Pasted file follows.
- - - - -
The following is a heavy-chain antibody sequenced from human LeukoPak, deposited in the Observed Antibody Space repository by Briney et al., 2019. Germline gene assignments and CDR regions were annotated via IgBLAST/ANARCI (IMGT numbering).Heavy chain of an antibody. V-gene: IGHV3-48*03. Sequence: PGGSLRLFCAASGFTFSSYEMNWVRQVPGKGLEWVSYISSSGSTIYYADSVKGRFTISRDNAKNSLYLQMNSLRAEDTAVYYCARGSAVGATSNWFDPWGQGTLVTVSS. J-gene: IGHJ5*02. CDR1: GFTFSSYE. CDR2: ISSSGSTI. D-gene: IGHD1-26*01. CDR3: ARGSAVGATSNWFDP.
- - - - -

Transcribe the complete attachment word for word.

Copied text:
The following is a heavy-chain antibody sequenced from human LeukoPak, deposited in the Observed Antibody Space repository by Briney et al., 2019. Germline gene assignments and CDR regions were annotated via IgBLAST/ANARCI (IMGT numbering).Heavy chain of an antibody. V-gene: IGHV3-48*03. Sequence: PGGSLRLFCAASGFTFSSYEMNWVRQVPGKGLEWVSYISSSGSTIYYADSVKGRFTISRDNAKNSLYLQMNSLRAEDTAVYYCARGSAVGATSNWFDPWGQGTLVTVSS. J-gene: IGHJ5*02. CDR1: GFTFSSYE. CDR2: ISSSGSTI. D-gene: IGHD1-26*01. CDR3: ARGSAVGATSNWFDP.